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Defining Boundaries in al-Andalus

Muslims, Christians, and Jews in Islamic Iberia

by Janina M. Safran

Al-Andalus, the Arabic name for the medieval Islamic state in Iberia, endured for over 750 years following the Arab and Berber conquest of Hispania in 711. While the popular perception of al-Andalus is that of a land of religious tolerance and cultural cooperation, the fact is that we know relatively little about how Muslims governed Christians and Jews in al-Andalus and about social relations among Muslims, Christians, and Jews. In Defining Boundaries in al-Andalus, Janina M. Safran takes a close look at the structure and practice of Muslim political and legal-religious authority and offers a rare look at intercommunal life in Iberia during the first three centuries of Islamic rule.

Safran makes creative use of a body of evidence that until now has gone largely untapped by historians-the writings and opinions of Andalusi and Maghribi jurists during the Umayyad dynasty. These sources enable her to bring to life a society undergoing dramatic transformation. Obvious differences between conquerors and conquered and Muslims and non-Muslims became blurred over time by transculturation, intermarriage, and conversion. Safran examines ample evidence of intimate contact between individuals of different religious communities and of legal-juridical accommodation to develop an argument about how legal-religious authorities interpreted the social contract between the Muslim regime and the Christian and Jewish populations. Providing a variety of examples of boundary-testing and negotiation and bringing judges, jurists, and their legal opinions and texts into the narrative of Andalusi history, Safran deepens our understanding of the politics of Umayyad rule, makes Islamic law tangibly social, and renders intercommunal relations vividly personal.

Dialectics of Exile Cover

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Dialectics of Exile

Nation, Time, Language, and Space in Hispanic Literatures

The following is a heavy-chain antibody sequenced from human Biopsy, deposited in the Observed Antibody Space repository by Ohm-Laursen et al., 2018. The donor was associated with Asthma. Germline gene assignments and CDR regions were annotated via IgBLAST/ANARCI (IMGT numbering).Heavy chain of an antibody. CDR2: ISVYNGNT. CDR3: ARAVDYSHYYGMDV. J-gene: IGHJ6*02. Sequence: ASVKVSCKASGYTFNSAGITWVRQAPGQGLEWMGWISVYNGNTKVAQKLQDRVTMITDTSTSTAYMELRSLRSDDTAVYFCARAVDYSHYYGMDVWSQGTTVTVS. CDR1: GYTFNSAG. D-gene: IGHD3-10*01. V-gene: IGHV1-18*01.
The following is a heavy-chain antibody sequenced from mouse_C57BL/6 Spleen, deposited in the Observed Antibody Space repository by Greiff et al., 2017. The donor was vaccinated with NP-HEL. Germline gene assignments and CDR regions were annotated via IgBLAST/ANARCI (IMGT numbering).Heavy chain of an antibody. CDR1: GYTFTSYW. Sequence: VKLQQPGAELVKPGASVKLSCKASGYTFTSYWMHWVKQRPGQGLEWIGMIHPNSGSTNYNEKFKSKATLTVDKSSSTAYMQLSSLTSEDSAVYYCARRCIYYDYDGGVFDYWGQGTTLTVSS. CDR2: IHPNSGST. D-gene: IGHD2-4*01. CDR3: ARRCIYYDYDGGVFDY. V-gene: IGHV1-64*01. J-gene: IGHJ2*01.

by Sophia McClennen

The Dialectics of Exile: Nation, Time, Language and Space in Hispanic Literatures offers a theory of exile writing that accounts for the persistence of these dual impulses and for the ways that they often co exist within the same literary works.

Diplomatarium of the Crusader Kingdom of Valencia Cover

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Diplomatarium of the Crusader Kingdom of Valencia

The Registered Charters of Its Conqueror, Jaume I, 1257-1276. II: Documents 1-500. Foundations of Crusader Valencia: Revolt and Recovery, 1257-1263

Robert Ignatius Burns

This work presents the first five hundred of the over 2,000 documents that Robert I. Burns will make available from the registers of Jaume the Conqueror at the Crown Archives in Barcelona--the most impressive archives of this kind outside the papal series, and the first extensive use of paper by a European government. Volume II begins the four planned volumes of documents, which, along with the introduction that makes up Volume I, will constitute a unique corpus of material on Valencia, its place in an expanding Europe, and its status, after its conquest by Jaume of Aragon-Catalonia, as a colonialist world of Christian settlers ruling a Muslim majority and a large Jewish population. Volume II provides a wealth of information on this frontier society during the six years of its final pacification and incipient Europeanization (1257-1263). Affording numerous insights into the military, religious, economic, legal, bureaucratic, and social evolution of the area, the documents are made accessible to a wide readership by extended paraphrases that

Originally published in 1991.

The Princeton Legacy Library uses the latest print-on-demand technology to again make available previously out-of-print books from the distinguished backlist of Princeton University Press. These paperback editions preserve the original texts of these important books while presenting them in durable paperback editions. The goal of the Princeton Legacy Library is to vastly increase access to the rich scholarly heritage found in the thousands of books published by Princeton University Press since its founding in 1905.